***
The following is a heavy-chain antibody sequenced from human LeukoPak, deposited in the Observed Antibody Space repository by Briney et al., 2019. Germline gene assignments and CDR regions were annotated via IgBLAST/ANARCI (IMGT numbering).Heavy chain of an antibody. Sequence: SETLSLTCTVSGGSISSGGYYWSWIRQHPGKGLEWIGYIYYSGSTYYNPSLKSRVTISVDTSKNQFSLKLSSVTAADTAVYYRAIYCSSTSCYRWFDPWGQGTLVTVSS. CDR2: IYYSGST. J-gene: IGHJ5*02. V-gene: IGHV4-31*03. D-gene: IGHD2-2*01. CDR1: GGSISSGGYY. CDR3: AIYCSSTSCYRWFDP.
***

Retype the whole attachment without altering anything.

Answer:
The following is a heavy-chain antibody sequenced from human LeukoPak, deposited in the Observed Antibody Space repository by Briney et al., 2019. Germline gene assignments and CDR regions were annotated via IgBLAST/ANARCI (IMGT numbering).Heavy chain of an antibody. Sequence: SETLSLTCTVSGGSISSGGYYWSWIRQHPGKGLEWIGYIYYSGSTYYNPSLKSRVTISVDTSKNQFSLKLSSVTAADTAVYYRAIYCSSTSCYRWFDPWGQGTLVTVSS. CDR2: IYYSGST. J-gene: IGHJ5*02. V-gene: IGHV4-31*03. D-gene: IGHD2-2*01. CDR1: GGSISSGGYY. CDR3: AIYCSSTSCYRWFDP.